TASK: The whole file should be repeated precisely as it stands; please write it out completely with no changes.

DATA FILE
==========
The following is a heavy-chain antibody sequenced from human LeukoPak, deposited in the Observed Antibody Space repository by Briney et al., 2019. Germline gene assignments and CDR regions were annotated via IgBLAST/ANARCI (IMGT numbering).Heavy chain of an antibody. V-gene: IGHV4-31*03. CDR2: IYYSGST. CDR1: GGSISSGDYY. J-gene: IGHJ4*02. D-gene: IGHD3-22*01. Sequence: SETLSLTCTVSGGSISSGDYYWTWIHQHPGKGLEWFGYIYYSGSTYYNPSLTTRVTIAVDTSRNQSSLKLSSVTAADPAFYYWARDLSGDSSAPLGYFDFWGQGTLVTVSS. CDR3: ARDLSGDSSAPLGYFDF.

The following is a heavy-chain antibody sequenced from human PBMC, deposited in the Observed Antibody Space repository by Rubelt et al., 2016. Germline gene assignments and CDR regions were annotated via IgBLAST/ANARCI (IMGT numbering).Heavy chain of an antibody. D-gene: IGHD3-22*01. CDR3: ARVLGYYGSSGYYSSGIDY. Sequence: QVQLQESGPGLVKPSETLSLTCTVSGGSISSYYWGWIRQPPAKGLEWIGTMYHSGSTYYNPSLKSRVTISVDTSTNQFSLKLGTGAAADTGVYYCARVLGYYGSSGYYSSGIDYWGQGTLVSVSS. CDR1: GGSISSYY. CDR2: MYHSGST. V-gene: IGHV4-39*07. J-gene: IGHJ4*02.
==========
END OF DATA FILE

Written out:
The following is a heavy-chain antibody sequenced from human LeukoPak, deposited in the Observed Antibody Space repository by Briney et al., 2019. Germline gene assignments and CDR regions were annotated via IgBLAST/ANARCI (IMGT numbering).Heavy chain of an antibody. V-gene: IGHV4-31*03. CDR2: IYYSGST. CDR1: GGSISSGDYY. J-gene: IGHJ4*02. D-gene: IGHD3-22*01. Sequence: SETLSLTCTVSGGSISSGDYYWTWIHQHPGKGLEWFGYIYYSGSTYYNPSLTTRVTIAVDTSRNQSSLKLSSVTAADPAFYYWARDLSGDSSAPLGYFDFWGQGTLVTVSS. CDR3: ARDLSGDSSAPLGYFDF.

The following is a heavy-chain antibody sequenced from human PBMC, deposited in the Observed Antibody Space repository by Rubelt et al., 2016. Germline gene assignments and CDR regions were annotated via IgBLAST/ANARCI (IMGT numbering).Heavy chain of an antibody. D-gene: IGHD3-22*01. CDR3: ARVLGYYGSSGYYSSGIDY. Sequence: QVQLQESGPGLVKPSETLSLTCTVSGGSISSYYWGWIRQPPAKGLEWIGTMYHSGSTYYNPSLKSRVTISVDTSTNQFSLKLGTGAAADTGVYYCARVLGYYGSSGYYSSGIDYWGQGTLVSVSS. CDR1: GGSISSYY. CDR2: MYHSGST. V-gene: IGHV4-39*07. J-gene: IGHJ4*02.